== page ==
Stick To What You Want

As I’m approaching the end of my contract, my recruiters are checking in more frequently and sending potential assignments. To date the most annoying aspect of my travel nursing experience is my limited specialty, which is nobody’s fault it’s just the way it is. When I visit company sites I see 15 – 40 options available for Endoscopy Nurses, compared to the 100 plus destinations for more demanding positions like OR or PACU. The assignments are usually close to a big city or in towns in with less diversity.

With this being said, I am extremely adamant on my next assignment being in NYC (preferably Manhattan or even Brooklyn) or Washington DC. After my experience in Worcester, I am sticking to my guns traveling to big cities. I don’t want to be near the big city, I want to be in the big city. I want cities where there is diversity in the workplace. My Dad was actually the first to express concerns of racism in New England, but I still gave it a try.

On my current unit, there aren’t any nurses of color on staff. Not a one out of twenty five nurses. From what I’ve seen, none of them are prejudice and were supportive and disappointed when I had an encounter with a racist patient. This patient was obviously not used to seeing a melanated health care professional in charge of his care. This is exactly why representation matters and isn’t just specific to our younger generation.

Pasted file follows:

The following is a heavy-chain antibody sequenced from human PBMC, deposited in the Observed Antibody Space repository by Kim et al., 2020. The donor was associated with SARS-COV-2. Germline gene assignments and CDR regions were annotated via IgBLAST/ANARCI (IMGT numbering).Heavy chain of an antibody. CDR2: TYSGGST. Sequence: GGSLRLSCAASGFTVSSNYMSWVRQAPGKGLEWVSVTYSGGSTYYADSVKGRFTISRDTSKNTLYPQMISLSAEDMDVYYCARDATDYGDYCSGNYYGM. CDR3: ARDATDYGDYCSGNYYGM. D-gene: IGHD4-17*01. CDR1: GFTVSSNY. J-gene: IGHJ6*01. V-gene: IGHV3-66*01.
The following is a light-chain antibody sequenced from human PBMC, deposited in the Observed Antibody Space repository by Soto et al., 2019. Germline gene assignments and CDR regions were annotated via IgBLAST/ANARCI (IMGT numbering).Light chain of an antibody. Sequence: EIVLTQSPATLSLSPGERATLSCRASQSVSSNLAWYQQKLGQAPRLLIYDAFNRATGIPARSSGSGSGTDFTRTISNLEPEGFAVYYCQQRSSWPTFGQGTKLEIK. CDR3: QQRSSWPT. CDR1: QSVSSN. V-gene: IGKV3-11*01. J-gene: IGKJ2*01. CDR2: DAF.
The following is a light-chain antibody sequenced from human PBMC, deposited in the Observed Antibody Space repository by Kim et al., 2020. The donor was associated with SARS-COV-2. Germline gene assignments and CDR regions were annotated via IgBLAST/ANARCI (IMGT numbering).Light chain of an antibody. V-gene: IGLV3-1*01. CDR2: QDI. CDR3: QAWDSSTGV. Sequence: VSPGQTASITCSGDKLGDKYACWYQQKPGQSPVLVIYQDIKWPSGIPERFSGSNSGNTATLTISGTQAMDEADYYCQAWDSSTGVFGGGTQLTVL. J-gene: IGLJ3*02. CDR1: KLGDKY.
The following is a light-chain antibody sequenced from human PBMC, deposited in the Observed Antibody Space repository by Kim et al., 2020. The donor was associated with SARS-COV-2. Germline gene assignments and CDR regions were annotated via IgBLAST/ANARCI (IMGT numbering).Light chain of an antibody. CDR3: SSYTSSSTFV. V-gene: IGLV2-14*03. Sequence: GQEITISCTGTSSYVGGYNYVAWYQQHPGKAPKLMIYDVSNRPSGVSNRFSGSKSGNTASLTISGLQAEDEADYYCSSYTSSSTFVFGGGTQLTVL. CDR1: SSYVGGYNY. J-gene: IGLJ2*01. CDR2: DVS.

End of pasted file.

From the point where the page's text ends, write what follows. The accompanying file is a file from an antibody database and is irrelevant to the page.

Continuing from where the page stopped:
All of my recruiters mean well, but I am so tired of repeating myself about what I want. As a result I have definitely been more blunt with my responses. One recruiter sent me a position in Massachusetts to my response being “I never want to visit New England again!” Which was harsh and required some cleaning up considering he was from the area. I even explained to another recruiter my reservations of traveling to cities with low African American population because racism still exists. I find once I connect my no to a harsh reality I am usually not bothered with assignments for that area again.

I was open to starting in Massachusetts strictly to gain travel experience; it was a sacrifice. Now I don’t have to deal with the extra pressure from recruiters suggesting smaller towns as a first assignment. When I say no, I can once again draw on my experiences to emphasize why. The only thing more irritating than explaining myself is repeating myself.

I am hoping to start my next assignment around mid June, but if my destination becomes available at hospital with a great reputation for travelers I will definitely leave early. With any thing you have to be flexible, while I’m not going to anymore “small towns” I am flexible with my start date. I still have a per diem job at home and I will be working regardless. I just don’t want that stagnant feeling to resurface while waiting for one of my dream assignments.


27 year old Endoscopy Travel nurse from Illinois, enjoying life and sharing my experiences as they come

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